As my four-year-old is in the very early stages of reading and writing, I see how her phonemic awareness provides the foundation she needs for confidently working with text.
This week, we look at the next Spanish-English correlation for phonological awareness. This one focuses on the ability to isolate initial syllables in Spanish or initial sounds in English.
Spanish Language Arts and Reading TEKS: 2(G) isolate the initial syllabic sound in spoken words (e.g. /pa/ta, /la/ta, /ra/ta)
English Language Arts and Reading TEKS: 2(H) isolate the initial sound in one-syllable spoken
English Language Arts and Reading TEKS: 2(E) isolate initial, medial, and final sounds in one syllable spoken words
Some thoughts on why this is an important expectation:
- From the Tejas LEE Training Notes:
- Although Spanish is a syllabic language, research shows that a student’s ability to manipulate syllables and phonemes are equal predictors of reading success in Kindergarten and the PHONEME knowledge is a better predictor starting in first grade.
- Phoneme knowledge helps students with difficulties blending.
- Phoneme knowledge helps with the later transition to English.
- The language used on several assessments of this skill is something like to "Si a "____", le quito /_/, ¿qué queda?"
- When it comes to reading, one of the first strategies we teach to beginning readers is "Get your mouth ready to say the first sound." or "Prepara la boca para decir la primera sílaba." As they do this and look at the picture, they are cross-checking what word would make sense based on meaning and visual cues.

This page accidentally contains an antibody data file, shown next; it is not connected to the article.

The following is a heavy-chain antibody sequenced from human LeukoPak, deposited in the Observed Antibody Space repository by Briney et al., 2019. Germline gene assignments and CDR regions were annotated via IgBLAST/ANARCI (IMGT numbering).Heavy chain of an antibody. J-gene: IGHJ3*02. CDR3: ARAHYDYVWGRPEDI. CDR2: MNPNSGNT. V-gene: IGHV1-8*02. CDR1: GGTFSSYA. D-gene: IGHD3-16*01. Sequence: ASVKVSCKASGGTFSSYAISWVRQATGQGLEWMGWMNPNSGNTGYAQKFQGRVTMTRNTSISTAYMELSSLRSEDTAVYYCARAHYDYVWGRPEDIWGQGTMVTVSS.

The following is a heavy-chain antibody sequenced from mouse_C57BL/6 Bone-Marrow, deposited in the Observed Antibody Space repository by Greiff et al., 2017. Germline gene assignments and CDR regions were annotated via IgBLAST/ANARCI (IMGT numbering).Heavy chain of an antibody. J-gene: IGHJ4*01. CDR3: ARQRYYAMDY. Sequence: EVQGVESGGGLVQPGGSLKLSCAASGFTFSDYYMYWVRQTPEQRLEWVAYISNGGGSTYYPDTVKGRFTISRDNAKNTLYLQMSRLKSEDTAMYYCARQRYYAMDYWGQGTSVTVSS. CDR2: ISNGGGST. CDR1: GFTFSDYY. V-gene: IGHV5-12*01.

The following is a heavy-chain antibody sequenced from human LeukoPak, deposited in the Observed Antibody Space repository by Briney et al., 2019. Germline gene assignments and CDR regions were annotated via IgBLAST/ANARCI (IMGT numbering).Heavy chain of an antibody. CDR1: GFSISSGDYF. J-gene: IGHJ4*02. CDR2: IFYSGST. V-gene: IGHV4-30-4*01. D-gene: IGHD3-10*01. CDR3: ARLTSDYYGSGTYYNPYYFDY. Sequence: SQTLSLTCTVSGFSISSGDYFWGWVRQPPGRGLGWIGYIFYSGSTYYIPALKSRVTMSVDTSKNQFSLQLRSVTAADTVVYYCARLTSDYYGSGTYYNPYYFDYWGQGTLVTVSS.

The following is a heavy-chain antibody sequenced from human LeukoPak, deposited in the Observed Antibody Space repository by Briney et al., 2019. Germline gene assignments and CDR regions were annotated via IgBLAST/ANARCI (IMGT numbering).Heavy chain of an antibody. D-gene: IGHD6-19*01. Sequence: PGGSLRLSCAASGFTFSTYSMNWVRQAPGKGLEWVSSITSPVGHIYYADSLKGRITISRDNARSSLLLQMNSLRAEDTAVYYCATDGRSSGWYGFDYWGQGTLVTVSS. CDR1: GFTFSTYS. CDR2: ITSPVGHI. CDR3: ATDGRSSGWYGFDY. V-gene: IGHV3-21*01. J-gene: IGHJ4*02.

When it comes to activities for isolating initial syllables, here are some resources to get you started:
- This site lists pairs of words where removing the first syllable of one words leaves the remaining second word (cometa-->meta, helado-->lado, etc.). It would be a great reference to print out and use during circle time or at transition times.
- Aprende Aprenda also has some Smart Board resources for practicing this skill!
Since some Spanish assessments require flexibility at the sound level and because we need to have an "eye towards transition" for English, here are some FREE cards you can cut apart to practice with your class while standing in line. Once your students understand how to play, they can play as partners in a center.
Activities like classifying according to initial sound (here and here) can be revisited as you ask students to really stretch the word by exaggerating the initial sound (mmmmmm...esa, mmmmm...ano, etc.).
As always, feel free to let me know other ways that you build this awareness with your own students! You are welcome to include a link to your TpT store resources as well!